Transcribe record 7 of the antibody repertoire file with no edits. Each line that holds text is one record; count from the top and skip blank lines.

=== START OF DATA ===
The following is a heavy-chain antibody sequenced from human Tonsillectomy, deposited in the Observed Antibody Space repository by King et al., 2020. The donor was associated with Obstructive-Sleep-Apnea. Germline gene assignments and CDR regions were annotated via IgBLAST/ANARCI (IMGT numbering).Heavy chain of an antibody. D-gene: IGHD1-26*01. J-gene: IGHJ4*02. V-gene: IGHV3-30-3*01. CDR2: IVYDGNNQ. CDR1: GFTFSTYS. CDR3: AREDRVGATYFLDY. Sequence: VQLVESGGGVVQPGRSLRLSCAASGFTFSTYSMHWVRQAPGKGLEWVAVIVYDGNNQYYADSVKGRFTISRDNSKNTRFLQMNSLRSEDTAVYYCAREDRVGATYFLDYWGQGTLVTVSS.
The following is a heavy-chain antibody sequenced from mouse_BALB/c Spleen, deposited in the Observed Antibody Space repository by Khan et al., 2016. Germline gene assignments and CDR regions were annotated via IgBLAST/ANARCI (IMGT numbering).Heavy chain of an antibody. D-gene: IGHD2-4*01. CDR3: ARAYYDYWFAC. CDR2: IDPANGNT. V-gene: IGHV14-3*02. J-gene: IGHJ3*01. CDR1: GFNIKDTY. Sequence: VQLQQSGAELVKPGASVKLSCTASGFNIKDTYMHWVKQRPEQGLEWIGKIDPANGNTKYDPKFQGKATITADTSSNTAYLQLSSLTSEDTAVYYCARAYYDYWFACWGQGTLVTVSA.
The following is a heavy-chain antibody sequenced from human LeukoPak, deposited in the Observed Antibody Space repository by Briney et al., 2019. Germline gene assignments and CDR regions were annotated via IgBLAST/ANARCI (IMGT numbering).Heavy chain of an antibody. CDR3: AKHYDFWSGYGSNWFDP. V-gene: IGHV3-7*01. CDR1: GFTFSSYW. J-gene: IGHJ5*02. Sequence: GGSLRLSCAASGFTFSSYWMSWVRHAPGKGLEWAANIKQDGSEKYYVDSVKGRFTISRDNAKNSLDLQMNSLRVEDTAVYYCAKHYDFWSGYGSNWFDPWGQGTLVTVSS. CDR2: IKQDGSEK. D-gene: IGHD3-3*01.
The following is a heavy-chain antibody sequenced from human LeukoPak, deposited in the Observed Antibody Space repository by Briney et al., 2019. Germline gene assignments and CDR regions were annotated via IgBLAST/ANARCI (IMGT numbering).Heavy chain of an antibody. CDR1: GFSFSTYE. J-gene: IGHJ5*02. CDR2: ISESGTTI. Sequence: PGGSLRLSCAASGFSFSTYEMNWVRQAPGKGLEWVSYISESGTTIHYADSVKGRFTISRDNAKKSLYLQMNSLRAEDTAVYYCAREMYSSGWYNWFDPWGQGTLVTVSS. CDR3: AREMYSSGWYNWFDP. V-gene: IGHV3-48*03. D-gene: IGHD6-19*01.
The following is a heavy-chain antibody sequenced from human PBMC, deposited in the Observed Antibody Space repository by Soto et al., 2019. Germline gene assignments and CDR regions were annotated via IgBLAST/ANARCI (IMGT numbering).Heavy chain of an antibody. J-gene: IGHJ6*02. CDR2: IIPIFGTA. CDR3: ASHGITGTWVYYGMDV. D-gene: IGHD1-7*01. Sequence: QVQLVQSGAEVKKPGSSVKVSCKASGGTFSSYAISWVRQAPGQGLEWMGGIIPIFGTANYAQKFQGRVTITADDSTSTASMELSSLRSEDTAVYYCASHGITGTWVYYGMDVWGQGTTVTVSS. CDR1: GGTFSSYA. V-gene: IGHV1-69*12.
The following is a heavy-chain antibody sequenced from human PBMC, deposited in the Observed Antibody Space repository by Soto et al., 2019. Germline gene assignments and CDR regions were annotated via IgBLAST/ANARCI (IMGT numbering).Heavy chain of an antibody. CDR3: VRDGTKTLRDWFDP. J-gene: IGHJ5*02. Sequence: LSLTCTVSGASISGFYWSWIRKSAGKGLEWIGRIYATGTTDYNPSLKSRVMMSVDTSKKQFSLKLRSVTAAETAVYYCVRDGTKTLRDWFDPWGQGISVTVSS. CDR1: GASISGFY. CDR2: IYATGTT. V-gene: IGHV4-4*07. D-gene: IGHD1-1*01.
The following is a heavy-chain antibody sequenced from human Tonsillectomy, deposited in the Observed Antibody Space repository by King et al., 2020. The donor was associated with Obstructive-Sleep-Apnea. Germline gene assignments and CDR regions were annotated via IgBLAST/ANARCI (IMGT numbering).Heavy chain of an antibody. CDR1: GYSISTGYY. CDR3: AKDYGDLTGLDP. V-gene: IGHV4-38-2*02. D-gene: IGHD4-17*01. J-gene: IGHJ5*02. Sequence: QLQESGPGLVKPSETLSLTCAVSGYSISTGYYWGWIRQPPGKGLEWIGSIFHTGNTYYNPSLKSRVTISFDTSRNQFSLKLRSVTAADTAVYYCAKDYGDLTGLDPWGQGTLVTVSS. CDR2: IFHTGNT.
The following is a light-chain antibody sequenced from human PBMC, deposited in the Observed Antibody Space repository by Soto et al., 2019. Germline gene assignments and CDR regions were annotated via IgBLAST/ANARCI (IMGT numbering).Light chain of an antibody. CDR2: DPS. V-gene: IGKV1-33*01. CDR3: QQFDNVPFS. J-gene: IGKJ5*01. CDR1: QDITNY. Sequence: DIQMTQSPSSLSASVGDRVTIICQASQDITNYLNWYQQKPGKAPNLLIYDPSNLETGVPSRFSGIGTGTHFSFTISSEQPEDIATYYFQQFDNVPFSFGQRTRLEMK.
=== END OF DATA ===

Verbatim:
The following is a heavy-chain antibody sequenced from human Tonsillectomy, deposited in the Observed Antibody Space repository by King et al., 2020. The donor was associated with Obstructive-Sleep-Apnea. Germline gene assignments and CDR regions were annotated via IgBLAST/ANARCI (IMGT numbering).Heavy chain of an antibody. CDR1: GYSISTGYY. CDR3: AKDYGDLTGLDP. V-gene: IGHV4-38-2*02. D-gene: IGHD4-17*01. J-gene: IGHJ5*02. Sequence: QLQESGPGLVKPSETLSLTCAVSGYSISTGYYWGWIRQPPGKGLEWIGSIFHTGNTYYNPSLKSRVTISFDTSRNQFSLKLRSVTAADTAVYYCAKDYGDLTGLDPWGQGTLVTVSS. CDR2: IFHTGNT.